A Paradise Lost - Context
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A Paradise Lost - Context
John Milton's father was a prosperous merchant, however, Milton was disowned by his familt when he converted from Catholicism to Protestantism. Milton excelled in school, and went on to study privately in his twenties and thirties. Milton had been travelling in italy but returned to England upon the outbreak of the civil war in 1639. Upon returning from Italy, he began planning an epic poem, the first ever written in English. These plans were delayed by his marriage to Mary Powell and her subsequent desertion of him. In reaction to these events, Milton wrote a series of pamphlets calling for more lenienct in the church's position on divorce. His argument brought him both greater publicity and angry criticism from the religious establishment in England. When the Second Civil War ended in 1648, with King Charles dethroned and executed, Milton welcomed the new parliament and wrote pamphlets in its support. After serving for a few years in a civil position, he retired briefly to his house in Westminster because his eyesight was failing. By 1652, he was completely blind.
Despite his disability, Milton reentered civil service under the protectorate of Oliver Cromwell. Two years after Cromwell's death, Milton's worst fears were realised- the Restoration brought Charles II back to the throne, and the poet had to go into hiding to escape execution. However, he had already begun work on the great English epic which he had planned so long before; Paradise Lost. It was published the year after the Great Fire of London. The greatness of Milton's epic was immediately recognised and the admiring comments of the respected poets John Dryden and Andrew Marvell helped restore Milton in favour.
Milton's literary output was guided by his faith in God. Milton believed that all poetry served social, philosophicl and religious purpose. He thought that poetry should glorify God, promote religious values, enlighten readers and help peopel to become better Christians.
With politics, Milton championed the absolute freedom of the individual- perhaps because he had been so often betrayed by the institutions in which he put his trust. He believed that power corrupted people and he distrusted anyone who could claim power over anyone else and believed that rulers should have to prove their right to lead people.
Milton was an activist in his middle years, fighting for human rights and against the rule of England's leaders, whom he believed were inept. Knowing he was not a fighter, he demonstrated his activism by writing lengthy, rhetorical pamphlets that argue his point of view.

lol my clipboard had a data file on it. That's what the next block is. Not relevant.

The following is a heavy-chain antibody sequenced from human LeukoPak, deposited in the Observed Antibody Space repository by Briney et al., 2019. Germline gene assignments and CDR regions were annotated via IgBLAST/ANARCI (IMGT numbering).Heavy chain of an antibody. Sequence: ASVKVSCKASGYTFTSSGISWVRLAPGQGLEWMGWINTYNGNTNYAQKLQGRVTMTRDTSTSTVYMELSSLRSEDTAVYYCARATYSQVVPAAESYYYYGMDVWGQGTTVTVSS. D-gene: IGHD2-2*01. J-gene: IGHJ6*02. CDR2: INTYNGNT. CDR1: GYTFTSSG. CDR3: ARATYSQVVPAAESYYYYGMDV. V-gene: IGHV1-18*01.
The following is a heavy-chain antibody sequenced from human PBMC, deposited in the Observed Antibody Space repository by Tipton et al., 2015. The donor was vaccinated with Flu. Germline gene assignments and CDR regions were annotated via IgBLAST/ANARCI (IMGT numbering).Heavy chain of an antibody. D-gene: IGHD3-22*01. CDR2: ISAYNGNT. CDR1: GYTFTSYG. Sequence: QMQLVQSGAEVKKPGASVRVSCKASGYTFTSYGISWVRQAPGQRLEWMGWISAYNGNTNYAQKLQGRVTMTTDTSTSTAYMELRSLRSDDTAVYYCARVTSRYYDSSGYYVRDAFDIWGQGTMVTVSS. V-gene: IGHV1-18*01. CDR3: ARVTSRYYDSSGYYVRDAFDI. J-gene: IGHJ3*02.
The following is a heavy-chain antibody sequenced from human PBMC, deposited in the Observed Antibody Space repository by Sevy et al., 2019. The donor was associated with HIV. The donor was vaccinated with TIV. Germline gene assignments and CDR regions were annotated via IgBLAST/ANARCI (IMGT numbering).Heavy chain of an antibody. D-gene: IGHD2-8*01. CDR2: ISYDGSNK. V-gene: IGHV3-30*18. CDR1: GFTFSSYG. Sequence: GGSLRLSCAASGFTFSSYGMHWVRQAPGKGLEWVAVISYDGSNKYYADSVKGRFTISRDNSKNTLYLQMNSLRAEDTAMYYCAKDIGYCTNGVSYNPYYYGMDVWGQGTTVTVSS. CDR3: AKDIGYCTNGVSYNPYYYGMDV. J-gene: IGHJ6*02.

Milton believed in a strict social and political hierarchy in which people would obey their leader and leaders serve their people because they are better and more fit to rule than their subjects. But despite these rigid views of authority, Milton believed that the social hierarchy that actually existed in his day was extremely corrupt and he directly challenged the rule of Charles I, the king of England during much of Milton's lifetime. Milton argued that Chalres was not in fact, fit to lead his subjects because he did not possess superior faculties or virtues.
Milton took public stances on a greater number of issues, but most important to the reading of PL are his positions on religion. In Milton's time, the Anglican Church, or Church of England, had split into the high Anglican, moderate Anglican and Puritan or Presbyterian sects. Milton was a Presbyterian. This denomination called for the abolishment of bishops, an office that exists as part of the Catholic and Anglican churches. Milton, however, gradually took his views further, ultimately calling for the removal of all priests, whom he referred to as 'hirelings'. Milton despised the corruption he saw in the Catholic Church, repeatedly attacking it both in his poetry and prose. In 'Lycidas', he likens Catholics to hungry wolves leaping into a sheep pen, an image similar to his depiction of Satan leaping over the wall of Paradise in PL, Book IV. He saw few problems with the division of Protestants into more and smaller denominations. Instead, he thought that the fragmentation of churches was a sign of healthy self-examination, and believed that each individual Christian should be his own church. Milton's highly individual view of Christianity makes PL
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